CLINICAL FINDINGS A presumptive diagnosis of urethral sphincter mechanism incompetence (USMI) was made in all 3 cats. Preoperatively, incontinence was mild in 1 cat (incontinence during sleep) and moderate to severe (incontinence while awake and at rest) in 2. Structural abnormalities noted during cystoscopy included urethrovestibular junction stenosis (n = 1), vaginal stenosis (1), short urethra (1), and intrapelvic bladder (1).
TREATMENT AND OUTCOME All 3 cats were treated by means of implantation of an inflatable silicone hydraulic occluder (HO) via a ventral midline celiotomy. Immediately prior to HO implantation, patients underwent cystoscopy to detect any anatomic abnormalities and confirm the absence of ureteral ectopia. Following surgery, all 3 patients attained complete continence, needing 0 or 1 inflation of the device. Complications included cystoscopy-associated urethral tear (n = 1), constipation (1), stranguria (1), hematuria (2), and urinary tract infection (2). Device explantation was performed 14 weeks after surgery in 1 cat because of postoperative constipation. Constipation persisted and urinary incontinence recurred but was markedly improved following device removal in this cat (leakage of urine only when sleeping at follow-up 29 months after surgery [26 months after device explantation]). At the time of last follow-up, 2 of the 3 cats remained fully continent approximately 3 and 6 years after device implantation.
CLINICAL RELEVANCE Findings suggested that implantation of an HO may be a safe and effective long-term treatment for some cats with USMI. Further studies are necessary to evaluate the potential for treatment-related complications and the long-term outcome.
OBJECTIVE To describe the technique and outcome for male dogs undergoing rigid urethrocystoscopy via a novel percutaneous, fluoroscopic-assisted perineal approach.
DESIGN Retrospective case series.
ANIMALS 19 client-owned male dogs.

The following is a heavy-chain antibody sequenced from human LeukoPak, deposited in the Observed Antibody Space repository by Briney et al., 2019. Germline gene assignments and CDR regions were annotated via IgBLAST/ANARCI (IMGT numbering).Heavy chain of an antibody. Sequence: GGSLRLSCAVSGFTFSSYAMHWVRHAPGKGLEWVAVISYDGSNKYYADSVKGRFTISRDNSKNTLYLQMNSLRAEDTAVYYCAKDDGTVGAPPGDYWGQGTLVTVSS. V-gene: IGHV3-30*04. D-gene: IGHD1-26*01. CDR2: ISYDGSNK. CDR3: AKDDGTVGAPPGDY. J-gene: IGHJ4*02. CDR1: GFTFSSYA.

PROCEDURES Medical records of male dogs that underwent urethrocystoscopy via a percutaneous perineal approach for treatment of a variety of conditions from 2005 through 2014 were reviewed. Signalment, history, pertinent diagnostic imaging results, endourologic and postprocedure details, duration of hospitalization, complications, and outcome (short-term, < 1 month; long-term, ≥ 1 month) were recorded. After flexible urethrocystoscopy, direct percutaneous perineal needle puncture and guidewire placement by means of fluoroscopic guidance (with or without ultrasonography) allowed access to the urethral lumen. The perineal tract was subsequently serially dilated to accommodate a peel-away sheath and rigid endoscope. Rigid urethrocystoscopy was performed, and on completion of endourologic procedures, the access site was left to heal by second intention.
RESULTS 19 male dogs successfully underwent 20 procedures. No intraoperative complications were reported. Short-term outcome was good (ie, mild perineal urine leakage) for 3 dogs and excellent (ie, no abnormalities with urination) for 16. Long-term outcome was excellent for the 17 dogs for which follow-up information was available.
CONCLUSIONS AND CLINICAL RELEVANCE A percutaneous fluoroscopic-assisted perineal approach (with or without ultrasonography) allowed access to the pelvic urethra with no major complications in the present series of patients. This minimally invasive approach may be a valuable tool for endourologic procedures in male dogs.
Case Description—A dog was examined because of a 6-month history of upper airway stridor that began after postoperative regurgitation of gastric contents.
Clinical Findings—Constant stridor was evident during inspiration and expiration, although it was worse during inspiration. The stridor was no longer evident when the dog's mouth was manually held open. Computed tomography, rhinoscopy, and fluoroscopy were used to confirm a diagnosis of nasopharyngeal stenosis.
Treatment and Outcome—The dog was anesthetized, and balloon dilatation of the stenosis was performed. Prednisone was prescribed for 4 weeks after the procedure to decrease fibrous tissue formation. Although the dog was initially improved, signs recurred 3.5 weeks later, and balloon dilatation was repeated. This time, however, triamcinolone was injected into the area of stenosis at the end of the dilatation procedure. Two months later, although the dog did not have clinical signs of stridor, a third dilatation procedure was performed because mild stenosis was seen on follow-up computed tomographic images; again, triamcinolone was injected into the area of stenosis at the end of the dilatation procedure. Three and 6 months after the third dilatation procedure, the dog reportedly was clinically normal.